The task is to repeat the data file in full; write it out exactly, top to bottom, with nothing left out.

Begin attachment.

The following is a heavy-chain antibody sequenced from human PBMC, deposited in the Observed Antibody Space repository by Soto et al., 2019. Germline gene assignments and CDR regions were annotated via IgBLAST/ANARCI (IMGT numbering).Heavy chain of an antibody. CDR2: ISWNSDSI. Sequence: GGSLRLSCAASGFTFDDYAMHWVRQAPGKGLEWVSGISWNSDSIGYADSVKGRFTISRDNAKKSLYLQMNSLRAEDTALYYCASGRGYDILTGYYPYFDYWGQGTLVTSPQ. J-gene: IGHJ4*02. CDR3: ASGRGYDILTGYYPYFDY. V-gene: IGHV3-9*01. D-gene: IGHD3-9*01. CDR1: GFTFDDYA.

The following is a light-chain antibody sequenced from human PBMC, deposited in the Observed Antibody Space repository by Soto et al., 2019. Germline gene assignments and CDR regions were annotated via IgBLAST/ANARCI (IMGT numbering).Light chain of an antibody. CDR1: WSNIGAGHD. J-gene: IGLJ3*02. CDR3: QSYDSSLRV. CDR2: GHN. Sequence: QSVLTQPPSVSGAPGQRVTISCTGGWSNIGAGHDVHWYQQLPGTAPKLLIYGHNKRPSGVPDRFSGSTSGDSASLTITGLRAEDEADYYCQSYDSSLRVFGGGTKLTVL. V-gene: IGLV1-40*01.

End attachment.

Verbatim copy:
The following is a heavy-chain antibody sequenced from human PBMC, deposited in the Observed Antibody Space repository by Soto et al., 2019. Germline gene assignments and CDR regions were annotated via IgBLAST/ANARCI (IMGT numbering).Heavy chain of an antibody. CDR2: ISWNSDSI. Sequence: GGSLRLSCAASGFTFDDYAMHWVRQAPGKGLEWVSGISWNSDSIGYADSVKGRFTISRDNAKKSLYLQMNSLRAEDTALYYCASGRGYDILTGYYPYFDYWGQGTLVTSPQ. J-gene: IGHJ4*02. CDR3: ASGRGYDILTGYYPYFDY. V-gene: IGHV3-9*01. D-gene: IGHD3-9*01. CDR1: GFTFDDYA.

The following is a light-chain antibody sequenced from human PBMC, deposited in the Observed Antibody Space repository by Soto et al., 2019. Germline gene assignments and CDR regions were annotated via IgBLAST/ANARCI (IMGT numbering).Light chain of an antibody. CDR1: WSNIGAGHD. J-gene: IGLJ3*02. CDR3: QSYDSSLRV. CDR2: GHN. Sequence: QSVLTQPPSVSGAPGQRVTISCTGGWSNIGAGHDVHWYQQLPGTAPKLLIYGHNKRPSGVPDRFSGSTSGDSASLTITGLRAEDEADYYCQSYDSSLRVFGGGTKLTVL. V-gene: IGLV1-40*01.